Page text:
Review: ‘The Princess Bride’

Based on William Goldman's novel, this is a post-modern fairy tale that challenges and affirms the conventions of a genre that may not be flexible enough to support such horseplay.

Based on William Goldman’s novel, this is a post-modern fairy tale that challenges and affirms the conventions of a genre that may not be flexible enough to support such horseplay.

It also doesn’t help that Cary Elwes and Robin Wright as the loving couple are nearly comatose and inspire little passion from each other, or the audience.

Bound together by their love at tender age, young Westley (Elwes) then stableboy, falls in love with his beautiful mistress (Wright), but they’re separated when he goes off to sea on a mission. After years of grieving for him she becomes betrothed to the evil Prince Humperdinck (Chris Sarandon) who masterminds her kidnaping to strengthen his own position in the kingdom.

First off, Westley must defeat a trio of kidnapers headed by the diminutive, but slimy, Wallace Shawn. His accomplices are the kind-hearted giant Fezzik (Andre The Giant) and Inigo Montoya, a Spanish warrior (Mandy Patinkin) out to avenge the murder of his father.

Patinkin especially is a joy to watch and the film comes to life when his longhaired, scruffy cavalier is on screen.

1987: Nomination: Best Song (‘Storybook Love’)

The Princess Bride


Act III/20th Century-Fox. Director Rob Reiner; Producer Andrew Scheinman, Rob Reiner; Screenplay William Goldman; Camera Adrian Biddle; Editor Robert Leighton; Music Mark Knopfler; Art Director Norman Garwood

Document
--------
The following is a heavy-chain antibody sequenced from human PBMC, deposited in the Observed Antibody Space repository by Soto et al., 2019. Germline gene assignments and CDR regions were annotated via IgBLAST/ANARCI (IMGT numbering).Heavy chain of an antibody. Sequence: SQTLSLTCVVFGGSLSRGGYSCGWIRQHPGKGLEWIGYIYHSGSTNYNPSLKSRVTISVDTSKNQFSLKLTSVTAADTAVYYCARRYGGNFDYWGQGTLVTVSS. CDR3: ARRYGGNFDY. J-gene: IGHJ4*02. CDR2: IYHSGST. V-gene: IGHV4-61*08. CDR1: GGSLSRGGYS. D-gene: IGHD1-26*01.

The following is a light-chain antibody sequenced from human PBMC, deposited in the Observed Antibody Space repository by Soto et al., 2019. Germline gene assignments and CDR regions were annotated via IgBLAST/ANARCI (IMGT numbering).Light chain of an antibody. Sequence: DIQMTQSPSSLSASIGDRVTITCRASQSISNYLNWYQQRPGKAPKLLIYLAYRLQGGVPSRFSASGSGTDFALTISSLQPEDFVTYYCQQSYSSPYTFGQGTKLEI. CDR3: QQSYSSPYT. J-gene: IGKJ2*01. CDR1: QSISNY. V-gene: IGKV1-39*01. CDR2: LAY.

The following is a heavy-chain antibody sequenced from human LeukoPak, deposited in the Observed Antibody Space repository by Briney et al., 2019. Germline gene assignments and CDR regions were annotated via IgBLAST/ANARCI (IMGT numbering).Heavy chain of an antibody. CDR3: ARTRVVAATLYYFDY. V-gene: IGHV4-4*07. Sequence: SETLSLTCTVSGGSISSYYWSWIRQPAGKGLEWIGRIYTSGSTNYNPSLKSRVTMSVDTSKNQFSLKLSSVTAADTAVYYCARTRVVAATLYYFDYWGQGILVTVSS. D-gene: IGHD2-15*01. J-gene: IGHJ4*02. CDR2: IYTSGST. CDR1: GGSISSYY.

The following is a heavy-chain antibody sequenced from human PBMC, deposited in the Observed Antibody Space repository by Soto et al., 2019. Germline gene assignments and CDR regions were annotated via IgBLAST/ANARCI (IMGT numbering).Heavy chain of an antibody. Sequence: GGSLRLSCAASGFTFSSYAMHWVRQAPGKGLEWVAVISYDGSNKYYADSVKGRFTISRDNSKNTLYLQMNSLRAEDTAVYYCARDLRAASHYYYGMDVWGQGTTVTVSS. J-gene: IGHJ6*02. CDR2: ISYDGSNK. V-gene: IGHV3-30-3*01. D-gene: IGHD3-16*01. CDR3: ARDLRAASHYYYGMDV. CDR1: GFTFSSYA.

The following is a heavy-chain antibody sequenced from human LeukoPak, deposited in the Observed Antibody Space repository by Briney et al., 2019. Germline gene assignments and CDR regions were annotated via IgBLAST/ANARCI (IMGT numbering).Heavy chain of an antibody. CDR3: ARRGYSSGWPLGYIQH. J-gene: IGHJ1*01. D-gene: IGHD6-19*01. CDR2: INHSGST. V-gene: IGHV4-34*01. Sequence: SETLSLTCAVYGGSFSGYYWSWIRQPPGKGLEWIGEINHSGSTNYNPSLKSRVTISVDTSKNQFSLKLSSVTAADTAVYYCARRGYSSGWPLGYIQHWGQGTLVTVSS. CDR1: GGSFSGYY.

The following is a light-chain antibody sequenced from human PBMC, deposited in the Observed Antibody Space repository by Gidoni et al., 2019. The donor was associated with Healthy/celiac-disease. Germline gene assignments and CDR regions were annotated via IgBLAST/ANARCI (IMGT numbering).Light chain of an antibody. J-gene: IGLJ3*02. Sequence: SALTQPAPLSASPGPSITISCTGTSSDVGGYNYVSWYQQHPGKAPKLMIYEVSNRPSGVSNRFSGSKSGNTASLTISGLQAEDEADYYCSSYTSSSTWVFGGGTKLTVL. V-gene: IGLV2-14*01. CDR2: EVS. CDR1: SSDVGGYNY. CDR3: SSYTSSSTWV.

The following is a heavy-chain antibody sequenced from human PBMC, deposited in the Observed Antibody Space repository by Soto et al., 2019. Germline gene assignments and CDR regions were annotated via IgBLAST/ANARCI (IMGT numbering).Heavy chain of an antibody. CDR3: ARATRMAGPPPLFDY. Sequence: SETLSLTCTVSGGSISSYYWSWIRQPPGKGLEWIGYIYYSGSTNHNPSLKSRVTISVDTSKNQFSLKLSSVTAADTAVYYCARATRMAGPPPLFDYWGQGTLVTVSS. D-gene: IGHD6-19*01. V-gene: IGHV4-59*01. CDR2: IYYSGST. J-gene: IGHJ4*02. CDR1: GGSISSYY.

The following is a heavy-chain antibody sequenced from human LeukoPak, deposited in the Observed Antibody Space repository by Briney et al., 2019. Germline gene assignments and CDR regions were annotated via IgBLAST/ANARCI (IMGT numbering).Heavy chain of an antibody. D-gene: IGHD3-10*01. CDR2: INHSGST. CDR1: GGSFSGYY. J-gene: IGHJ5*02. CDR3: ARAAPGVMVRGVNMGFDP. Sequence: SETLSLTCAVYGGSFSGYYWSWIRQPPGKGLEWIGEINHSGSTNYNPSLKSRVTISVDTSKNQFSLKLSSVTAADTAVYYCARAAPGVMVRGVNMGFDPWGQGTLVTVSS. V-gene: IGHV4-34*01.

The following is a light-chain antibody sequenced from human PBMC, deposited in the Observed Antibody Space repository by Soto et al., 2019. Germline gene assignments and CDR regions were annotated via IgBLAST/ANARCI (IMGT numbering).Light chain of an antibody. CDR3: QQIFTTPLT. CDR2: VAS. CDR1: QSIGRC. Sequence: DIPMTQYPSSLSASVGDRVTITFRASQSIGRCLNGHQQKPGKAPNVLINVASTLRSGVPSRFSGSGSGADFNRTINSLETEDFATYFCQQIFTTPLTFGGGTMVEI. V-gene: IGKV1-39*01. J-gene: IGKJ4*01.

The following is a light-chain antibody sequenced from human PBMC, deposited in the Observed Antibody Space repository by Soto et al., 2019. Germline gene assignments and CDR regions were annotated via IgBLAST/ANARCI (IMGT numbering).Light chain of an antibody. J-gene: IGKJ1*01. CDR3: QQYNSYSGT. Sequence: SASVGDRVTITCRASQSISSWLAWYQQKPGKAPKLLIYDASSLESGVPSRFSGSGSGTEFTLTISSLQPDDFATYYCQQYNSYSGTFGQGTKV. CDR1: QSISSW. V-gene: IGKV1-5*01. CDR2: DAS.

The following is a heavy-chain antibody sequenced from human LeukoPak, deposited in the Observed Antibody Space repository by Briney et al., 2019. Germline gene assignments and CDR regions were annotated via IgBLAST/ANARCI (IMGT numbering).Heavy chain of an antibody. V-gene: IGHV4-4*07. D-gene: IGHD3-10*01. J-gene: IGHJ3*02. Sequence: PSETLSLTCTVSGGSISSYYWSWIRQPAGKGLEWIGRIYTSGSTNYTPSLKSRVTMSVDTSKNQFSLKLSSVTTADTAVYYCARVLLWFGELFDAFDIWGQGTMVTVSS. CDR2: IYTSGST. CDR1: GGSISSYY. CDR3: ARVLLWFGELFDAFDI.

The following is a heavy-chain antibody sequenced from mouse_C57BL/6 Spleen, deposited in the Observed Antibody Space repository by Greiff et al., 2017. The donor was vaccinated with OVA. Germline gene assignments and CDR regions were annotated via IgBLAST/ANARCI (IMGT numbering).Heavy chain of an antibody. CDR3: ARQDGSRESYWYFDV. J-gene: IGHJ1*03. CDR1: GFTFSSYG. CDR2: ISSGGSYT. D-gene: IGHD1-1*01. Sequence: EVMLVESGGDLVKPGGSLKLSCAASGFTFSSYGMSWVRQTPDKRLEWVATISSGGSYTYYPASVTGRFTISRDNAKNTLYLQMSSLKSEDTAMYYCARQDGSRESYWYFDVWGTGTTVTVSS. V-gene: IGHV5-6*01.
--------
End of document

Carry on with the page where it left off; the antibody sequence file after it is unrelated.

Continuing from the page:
(Color) Available on VHS, DVD. Extract of a review from 1987. Running time: 98 MIN.


Cary Elwes Mandy Patinkin Chris Sarandon Christopher Guest Robin Wright Peter Falk
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  1. Priscilla Macdonald says:

    I would like to know who wrote this review just so I know who not to listen to about anything in life. Variety to save face you need to have someone write a true review and if the person who wrote the original one is still working there they need to be fired immediately or if they are retired you need to pull their pension!! When a movie has nearly 100% rating then you know you have done dare goofed on giving it a bad review. For shame Variety, for shame.

  2. Dave Melges says:

    Wow. I actually got here by clicking through from the ONLY negative review this movie ever got. (there were two, at one time, but the other reviewer apparently wised up and took it down off the web)

    The reason I’m commenting, is it occurred to me that when you review a movie 20 years later, it seems like you should have a sense of responsibility… you may not have when a movie first comes out.

    When a movie has been out 20 years, been reviewed positively by the entire human race, beloved, honored, respected, adored, worshiped, repeat-watched and heavily quoted for the entire two decades, the only review that will be of any real value is one that respects the audience.

    You just told pretty much every person on the face of the Earth that they’re idiots and you’re the only one smart enough to spot a bad movie in The Princess Bride.

    If you don’t like it…if you want to criticize it, there’s nothing wrong with that….but you’re not providing any variation on a useful service to anyone, because you’re wrong. To them. To us. To everyone.

    Congratulations, you’re the most-wrong reviewer of all time.

  3. Linda says:

    You know you got a review wrong when it’s trending on Netflix almost 30 years later. It’s okay. We all make mistakes.

  4. Iago says:

    Never in all the reviews of movies has there ever been a more obvious cry for attention by submitting a negative critique of one of the greatest films ever produced.

  5. paige says:

    how does it feel to be WRONG

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